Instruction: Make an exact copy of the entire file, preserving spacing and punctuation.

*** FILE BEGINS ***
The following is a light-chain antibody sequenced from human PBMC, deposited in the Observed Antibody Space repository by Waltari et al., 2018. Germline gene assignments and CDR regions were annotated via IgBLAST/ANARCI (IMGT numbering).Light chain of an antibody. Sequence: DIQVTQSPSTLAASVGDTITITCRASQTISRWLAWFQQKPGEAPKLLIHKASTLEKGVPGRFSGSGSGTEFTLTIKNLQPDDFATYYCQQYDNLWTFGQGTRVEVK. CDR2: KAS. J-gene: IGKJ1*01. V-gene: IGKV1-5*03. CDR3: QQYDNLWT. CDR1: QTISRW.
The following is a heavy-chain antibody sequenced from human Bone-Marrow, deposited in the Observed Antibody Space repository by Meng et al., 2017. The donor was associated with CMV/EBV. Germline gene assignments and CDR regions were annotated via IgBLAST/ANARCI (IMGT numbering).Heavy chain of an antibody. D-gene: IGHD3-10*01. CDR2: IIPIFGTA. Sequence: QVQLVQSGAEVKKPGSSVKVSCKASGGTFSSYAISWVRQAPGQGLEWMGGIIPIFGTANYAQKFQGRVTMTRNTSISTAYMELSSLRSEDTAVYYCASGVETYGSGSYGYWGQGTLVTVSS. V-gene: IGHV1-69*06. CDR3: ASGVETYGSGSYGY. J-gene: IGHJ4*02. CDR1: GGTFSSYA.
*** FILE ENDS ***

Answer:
The following is a light-chain antibody sequenced from human PBMC, deposited in the Observed Antibody Space repository by Waltari et al., 2018. Germline gene assignments and CDR regions were annotated via IgBLAST/ANARCI (IMGT numbering).Light chain of an antibody. Sequence: DIQVTQSPSTLAASVGDTITITCRASQTISRWLAWFQQKPGEAPKLLIHKASTLEKGVPGRFSGSGSGTEFTLTIKNLQPDDFATYYCQQYDNLWTFGQGTRVEVK. CDR2: KAS. J-gene: IGKJ1*01. V-gene: IGKV1-5*03. CDR3: QQYDNLWT. CDR1: QTISRW.
The following is a heavy-chain antibody sequenced from human Bone-Marrow, deposited in the Observed Antibody Space repository by Meng et al., 2017. The donor was associated with CMV/EBV. Germline gene assignments and CDR regions were annotated via IgBLAST/ANARCI (IMGT numbering).Heavy chain of an antibody. D-gene: IGHD3-10*01. CDR2: IIPIFGTA. Sequence: QVQLVQSGAEVKKPGSSVKVSCKASGGTFSSYAISWVRQAPGQGLEWMGGIIPIFGTANYAQKFQGRVTMTRNTSISTAYMELSSLRSEDTAVYYCASGVETYGSGSYGYWGQGTLVTVSS. V-gene: IGHV1-69*06. CDR3: ASGVETYGSGSYGY. J-gene: IGHJ4*02. CDR1: GGTFSSYA.